The cover of Almanac—which places Hamilton and Thomas in a decidedly pastoral setting—takes its cue from yet another place in time. “For me, visually, the ‘70s are the biggest thing,” Hamilton explained. “A lot of the record cover was influenced by that. What people might think is just kitsch—people in a meadow or people in the woods—there were so many record covers in the ‘70s that were like that. I liked the idea of that being a canon, that you shouldn’t be so formal. Putting yourself on a record cover is kind of like owning up to the fact that you made it. I actually made this thing, and we were in front of this waterfall that was 15 minutes away from where we recorded it. It seemed like such a ridiculous idea, but it was also true, sort of.”
Perhaps evoking anger is what Bigelow and her screenwriting collaborator Mark Boal (the pair’s last film, the fervently, bafflingly esteemed Hurt Locker, won them both Oscars) had in mind. I’m still not sure. The two have been sticking to their blandly evasive story of intent: the idea, they say, was to mingle journalism and entertainment, revealing recent, largely classified events to a vested public in neutral, experiential terms. But where its sympathies aren’t obvious, Zero Dark Thirty’s pretense of a strict, presentational style is undermined by the subject matter, so that context, subtext, and sequence swell to fill the film’s meticulous gaps in character, meaning, and moral perspective.(1)
Most critics have noted Unapologetic’s bleakness. It’s “a pretty depressing experience,” writes Alexis Petridis for the Guardian; it’s “soooooo sad,” says Matthew Perpetua at Buzzfeed. It’s difficult toargue. The most upbeat track is “Nobody’s Business,” an airy Chris Brown duet that quotes blues standard “Ain’t Nobody’s Biz-ness If I Do”—two facts that should speak for themselves. Even the Brown-free tracks seem like they could plausibly be about him, concerning themselves as they do with painful tangles of relationships.
As director Rick Alverson (The Builder, New Jerusalem) writes in his statement about the film, Swanson and his friends are products of the “progressive American exceptionalism” fostered by places like Williamsburg, and so they become icons of both a geographically and socio-culturally specific “type” and a more general national trend. Aging, bloating, they’ve lived so hedonistically that they’ve pleasured themselves into anhedonia, and so the film seems both thematically and formally suspicious of the wounds, privileges, and politics that pleasure masks.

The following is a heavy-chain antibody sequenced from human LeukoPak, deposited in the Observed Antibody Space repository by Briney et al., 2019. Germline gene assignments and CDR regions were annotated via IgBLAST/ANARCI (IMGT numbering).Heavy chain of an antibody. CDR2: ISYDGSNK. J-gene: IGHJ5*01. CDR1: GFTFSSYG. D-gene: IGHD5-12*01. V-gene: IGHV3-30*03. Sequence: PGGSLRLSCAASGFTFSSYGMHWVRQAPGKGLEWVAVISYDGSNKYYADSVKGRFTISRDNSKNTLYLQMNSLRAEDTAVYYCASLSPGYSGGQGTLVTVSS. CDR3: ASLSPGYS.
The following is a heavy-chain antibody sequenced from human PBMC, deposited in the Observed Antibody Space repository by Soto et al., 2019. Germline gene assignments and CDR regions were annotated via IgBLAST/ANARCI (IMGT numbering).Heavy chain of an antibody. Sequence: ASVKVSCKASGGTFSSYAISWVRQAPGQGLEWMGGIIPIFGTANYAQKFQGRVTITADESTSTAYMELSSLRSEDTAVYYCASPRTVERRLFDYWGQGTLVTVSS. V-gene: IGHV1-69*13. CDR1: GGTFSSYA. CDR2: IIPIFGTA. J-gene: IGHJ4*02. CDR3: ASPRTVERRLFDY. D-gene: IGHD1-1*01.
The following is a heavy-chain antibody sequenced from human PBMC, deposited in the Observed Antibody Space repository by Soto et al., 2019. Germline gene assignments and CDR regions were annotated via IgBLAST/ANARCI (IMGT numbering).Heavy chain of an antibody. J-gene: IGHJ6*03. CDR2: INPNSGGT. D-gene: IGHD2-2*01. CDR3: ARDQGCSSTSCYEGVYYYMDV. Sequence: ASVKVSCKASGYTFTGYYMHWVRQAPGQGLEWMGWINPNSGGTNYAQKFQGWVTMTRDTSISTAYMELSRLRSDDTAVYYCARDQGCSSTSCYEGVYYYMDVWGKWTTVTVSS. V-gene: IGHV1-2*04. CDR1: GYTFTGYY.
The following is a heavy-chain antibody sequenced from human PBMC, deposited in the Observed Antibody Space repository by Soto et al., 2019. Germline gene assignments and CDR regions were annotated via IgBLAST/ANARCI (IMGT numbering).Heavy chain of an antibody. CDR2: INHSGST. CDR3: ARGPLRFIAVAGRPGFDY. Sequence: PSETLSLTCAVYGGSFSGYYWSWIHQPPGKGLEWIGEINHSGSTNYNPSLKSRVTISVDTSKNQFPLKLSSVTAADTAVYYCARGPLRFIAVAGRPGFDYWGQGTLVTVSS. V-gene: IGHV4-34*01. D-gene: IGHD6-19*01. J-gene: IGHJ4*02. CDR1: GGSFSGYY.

Without much dialogue, the film quickly introduces Alex and Nica (Gael Garcia Bernal and Hani Furstenberg), an attractive couple in their early 30s on a pre-wedding backpacking trip in the Caucausus Mountains of formerly Soviet Georgia. The couple hires a local guide, Dato (Bidzina Gujabidze), to lead them on a multi-day hiking trip, and with minimal fuss they set off into the wild. The Westerners need not have read The Sheltering Sky to know that this story doesn’t usually end in rapture and enlightenment, but that doesn’t make the developments any less unpredictable.
Ligon’s stepmother, Charlene, was hovering around “Nov. 6, 2012,” (the piece is titled One Black Day). I asked her why she thought it wasn’t lit up like the others “I was thinking,” she said, “Oh, Glenn. That means he'll light it November 6th when the right person is in office.” “Do you know what November 6th is?” a woman nearby wondered aloud. “It’s election day,” I said. A friend of the woman jumped in. “So why is the title One Black Day?” he asked. Without waiting for an answer he walked over to Ligon to ask the artist dieectly.
For aficionados, there a few life stages that had to be touched upon, and he didn’t disappoint: his introspective collaborations with songwriter Jimmy Webb ("Galveston", the famed "Wichita Lineman"), the upbeat duets with Bobbie Gentry ("Try a Little Kindness"), that time he co-starred in True Grit with John Wayne (no song, but delightful bit of stage banter: "I couldn't act worth a patoot, but I saved that movie!").(1)
Set and setting aside, and even against better music, it was hard to be actively irritated by Teengirl Fantasy. The band, which comes out of the "chillwave" scene—which is to say synth-pop turned to blobs—evinces their dance-music roots at the best moments: the best track they played all night sounded kind of like Orbital. But there's a fundamental unapproachability; they sort of hang their music there like gallery art, rather than songs or grooves meant to make a connection.